After connecting with Refn, I spoke to Cliff Martinez by phone from Los Angeles to get a composer’s perspective on the art of appropriation. “The thing that’s interesting about carving your film around an existing song is you can really do some unexpected things,” he said. “From a composer’s point of view, sometimes I think it’s cheating. I think you take somebody else’s great work of art—for example, you could take ‘In My Life’ by the Beatles and put it over an image of a steaming pile of manure and it would probably still bring a tear to your eye. There’s a shortcut aspect to the whole appropriation of other people’s music, especially when you have the budget to get classic songs. I like original music, but then, that’s my job.”
Whereas the pop songs in Drive—which, it should be noted, Martinez was an enthusiastic supporter of—had already been integrated into the cut before he was brought on as composer, his collaboration with Refn on their latest film, Only God Forgives, was more bottom-up. During production Martinez relocated to Thailand, where the revenge fantasy starring an increasingly laconic Gosling is set, for several weeks to compose round-the-clock in his hotel suite, carefully fleshing out Refn’s silences.
For 90 occasionally challenging minutes, the characters in Only God Forgives slither through pools of neon that have been painstakingly isolated across the frame. Within those stylish hits of color, faces are broken, stomachs are butterflied, innocent bystanders are mowed down, and my violence threshold was crossed. Martinez’s score serves as a life preserver at times—something to hold on to when the waters run red. The cue at the climax of the film, “Wanna Fight,” is a standout, a hypnotic piece of score quickly filed into the intracranial jukebox. The challenge of achieving this kind of trance, Martinez explained, “is to maintain that simplicity and also make it engaging. ‘Wanna Fight’ started from a simple, repeating, relentless motif. I wanted it to hold your attention, but stay primitive and numbskull-stark.”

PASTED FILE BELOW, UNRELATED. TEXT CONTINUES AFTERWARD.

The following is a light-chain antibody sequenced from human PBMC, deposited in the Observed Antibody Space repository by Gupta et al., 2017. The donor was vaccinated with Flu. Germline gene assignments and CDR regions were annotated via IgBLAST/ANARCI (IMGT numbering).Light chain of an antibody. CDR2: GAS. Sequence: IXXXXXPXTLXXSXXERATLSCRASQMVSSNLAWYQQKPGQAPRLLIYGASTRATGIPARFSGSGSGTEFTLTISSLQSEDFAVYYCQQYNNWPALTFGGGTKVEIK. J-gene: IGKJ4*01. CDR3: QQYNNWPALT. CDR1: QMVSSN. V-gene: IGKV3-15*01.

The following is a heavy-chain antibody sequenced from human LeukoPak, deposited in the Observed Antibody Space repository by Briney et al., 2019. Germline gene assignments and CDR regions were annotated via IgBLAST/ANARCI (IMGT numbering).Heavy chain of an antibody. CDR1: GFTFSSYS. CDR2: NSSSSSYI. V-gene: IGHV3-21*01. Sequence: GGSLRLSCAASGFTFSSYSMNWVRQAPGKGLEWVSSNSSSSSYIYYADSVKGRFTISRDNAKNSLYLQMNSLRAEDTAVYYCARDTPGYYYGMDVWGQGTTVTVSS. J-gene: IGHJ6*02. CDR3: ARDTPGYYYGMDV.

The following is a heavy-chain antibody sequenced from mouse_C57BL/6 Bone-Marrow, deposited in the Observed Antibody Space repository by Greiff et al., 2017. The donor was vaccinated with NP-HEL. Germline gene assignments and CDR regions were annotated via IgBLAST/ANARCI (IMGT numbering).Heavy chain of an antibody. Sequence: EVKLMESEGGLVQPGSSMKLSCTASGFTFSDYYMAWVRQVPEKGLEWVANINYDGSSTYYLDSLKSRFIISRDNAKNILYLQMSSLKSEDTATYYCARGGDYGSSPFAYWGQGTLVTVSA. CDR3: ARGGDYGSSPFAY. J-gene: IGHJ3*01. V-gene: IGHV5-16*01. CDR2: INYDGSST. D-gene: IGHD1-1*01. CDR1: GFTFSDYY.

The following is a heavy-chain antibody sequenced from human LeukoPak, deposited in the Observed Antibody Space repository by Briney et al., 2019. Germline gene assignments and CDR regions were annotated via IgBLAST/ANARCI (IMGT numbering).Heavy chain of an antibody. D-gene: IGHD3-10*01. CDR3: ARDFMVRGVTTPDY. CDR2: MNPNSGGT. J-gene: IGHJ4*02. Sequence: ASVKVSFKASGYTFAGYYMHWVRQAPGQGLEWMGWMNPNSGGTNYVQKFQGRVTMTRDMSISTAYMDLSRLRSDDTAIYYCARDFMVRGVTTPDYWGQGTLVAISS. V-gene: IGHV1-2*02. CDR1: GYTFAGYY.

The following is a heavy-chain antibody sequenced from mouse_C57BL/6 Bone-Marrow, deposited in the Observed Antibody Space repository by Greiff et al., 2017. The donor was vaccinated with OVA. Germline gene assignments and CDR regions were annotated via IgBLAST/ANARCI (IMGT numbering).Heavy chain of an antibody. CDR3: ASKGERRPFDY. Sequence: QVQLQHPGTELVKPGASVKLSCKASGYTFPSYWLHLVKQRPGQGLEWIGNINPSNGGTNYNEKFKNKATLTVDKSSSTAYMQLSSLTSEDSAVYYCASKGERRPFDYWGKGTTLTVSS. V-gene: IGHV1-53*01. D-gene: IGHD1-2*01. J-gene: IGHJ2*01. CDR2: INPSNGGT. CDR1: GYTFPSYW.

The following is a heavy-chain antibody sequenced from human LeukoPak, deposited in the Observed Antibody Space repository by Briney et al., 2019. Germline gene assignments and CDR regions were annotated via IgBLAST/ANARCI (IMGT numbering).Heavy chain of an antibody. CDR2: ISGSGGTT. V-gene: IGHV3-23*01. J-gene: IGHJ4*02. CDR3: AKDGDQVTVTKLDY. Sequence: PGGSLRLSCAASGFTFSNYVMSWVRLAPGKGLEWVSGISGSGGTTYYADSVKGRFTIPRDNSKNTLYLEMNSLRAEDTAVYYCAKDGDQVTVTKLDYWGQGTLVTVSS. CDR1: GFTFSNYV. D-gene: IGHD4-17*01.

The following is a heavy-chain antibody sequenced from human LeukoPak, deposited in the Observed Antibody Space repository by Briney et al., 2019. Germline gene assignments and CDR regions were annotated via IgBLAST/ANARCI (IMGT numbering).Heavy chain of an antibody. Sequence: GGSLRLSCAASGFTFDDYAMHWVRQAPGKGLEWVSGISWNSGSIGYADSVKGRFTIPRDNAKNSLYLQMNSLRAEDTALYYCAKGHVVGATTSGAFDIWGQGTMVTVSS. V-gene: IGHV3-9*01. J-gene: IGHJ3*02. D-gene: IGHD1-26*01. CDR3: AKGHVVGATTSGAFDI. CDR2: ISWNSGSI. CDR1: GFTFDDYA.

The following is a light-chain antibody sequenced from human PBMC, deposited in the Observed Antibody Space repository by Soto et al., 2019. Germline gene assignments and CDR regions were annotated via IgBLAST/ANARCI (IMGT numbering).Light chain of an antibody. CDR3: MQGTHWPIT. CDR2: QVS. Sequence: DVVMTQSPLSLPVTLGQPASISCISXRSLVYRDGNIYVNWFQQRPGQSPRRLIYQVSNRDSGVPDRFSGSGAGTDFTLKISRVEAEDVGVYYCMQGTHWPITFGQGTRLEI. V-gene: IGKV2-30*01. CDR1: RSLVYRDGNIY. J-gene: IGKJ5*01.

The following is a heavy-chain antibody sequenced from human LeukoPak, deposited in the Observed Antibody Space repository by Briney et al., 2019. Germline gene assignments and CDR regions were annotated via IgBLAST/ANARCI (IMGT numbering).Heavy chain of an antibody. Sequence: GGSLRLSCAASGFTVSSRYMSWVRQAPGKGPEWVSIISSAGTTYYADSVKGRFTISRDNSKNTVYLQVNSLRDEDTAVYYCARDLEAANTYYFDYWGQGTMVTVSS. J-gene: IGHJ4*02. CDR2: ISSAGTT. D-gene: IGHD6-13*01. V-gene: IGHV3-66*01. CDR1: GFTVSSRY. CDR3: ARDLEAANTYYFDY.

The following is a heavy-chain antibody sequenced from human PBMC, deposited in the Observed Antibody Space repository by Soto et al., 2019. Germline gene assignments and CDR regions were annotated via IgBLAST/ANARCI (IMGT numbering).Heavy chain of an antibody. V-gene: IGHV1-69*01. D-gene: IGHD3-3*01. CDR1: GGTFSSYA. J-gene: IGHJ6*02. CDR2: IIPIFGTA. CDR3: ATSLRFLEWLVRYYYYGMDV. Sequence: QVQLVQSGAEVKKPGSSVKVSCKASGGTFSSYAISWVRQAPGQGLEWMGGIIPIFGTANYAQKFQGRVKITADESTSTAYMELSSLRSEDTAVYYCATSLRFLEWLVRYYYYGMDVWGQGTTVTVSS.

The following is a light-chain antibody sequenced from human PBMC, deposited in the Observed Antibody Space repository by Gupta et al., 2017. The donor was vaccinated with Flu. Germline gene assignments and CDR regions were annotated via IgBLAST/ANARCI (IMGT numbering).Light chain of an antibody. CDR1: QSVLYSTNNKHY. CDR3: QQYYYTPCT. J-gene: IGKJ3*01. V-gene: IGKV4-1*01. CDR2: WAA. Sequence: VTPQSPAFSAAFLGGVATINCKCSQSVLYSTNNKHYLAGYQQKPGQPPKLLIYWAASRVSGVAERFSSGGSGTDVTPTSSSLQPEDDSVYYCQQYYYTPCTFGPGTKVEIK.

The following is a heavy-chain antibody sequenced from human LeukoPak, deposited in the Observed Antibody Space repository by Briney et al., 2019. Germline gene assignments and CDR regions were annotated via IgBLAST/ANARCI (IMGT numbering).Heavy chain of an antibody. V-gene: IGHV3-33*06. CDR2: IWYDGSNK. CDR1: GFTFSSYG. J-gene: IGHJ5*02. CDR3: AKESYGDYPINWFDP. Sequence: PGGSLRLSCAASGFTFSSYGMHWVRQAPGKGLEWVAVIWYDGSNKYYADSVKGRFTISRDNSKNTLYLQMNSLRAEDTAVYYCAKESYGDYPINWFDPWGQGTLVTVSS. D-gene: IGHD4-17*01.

My conversation with Refn was anything but stark, especially when music was at the forefront.
What were some of your earliest musical influences?
Music has always been part of my upbringing. My mother was a huge jazz and Motown fan, so I was exposed to that at an early age. She was a still photographer in Copenhagen. The ’60s was a time when a lot of American jazz musicians were coming to Scandinavia and performing, and she photographed just about every one of them.
Her photographs are very different; she refused to take any pictures of musicians onstage. They’re all before or after, never onstage. That was when they were in their armor. I remember she told me the first time she photographed Miles Davis, he didn’t want her in the room. So she photographed him through the crack of the door. It’s very intimate; she captured the man in a moment he wasn’t aware of.
Of course, when you’re rebelling against your parents, you have to find your own niche, and I always very much liked what I would call more aggressive music, especially when I was younger. At the same time, I loved the New Romantic sound. That was my teenage years. I now go back and listen to a lot of those bands again. A few weeks ago, I was sitting at LAX and I wondered what happened to Book of Love. I went onto iTunes and downloaded every Book of Love album again, and they were great.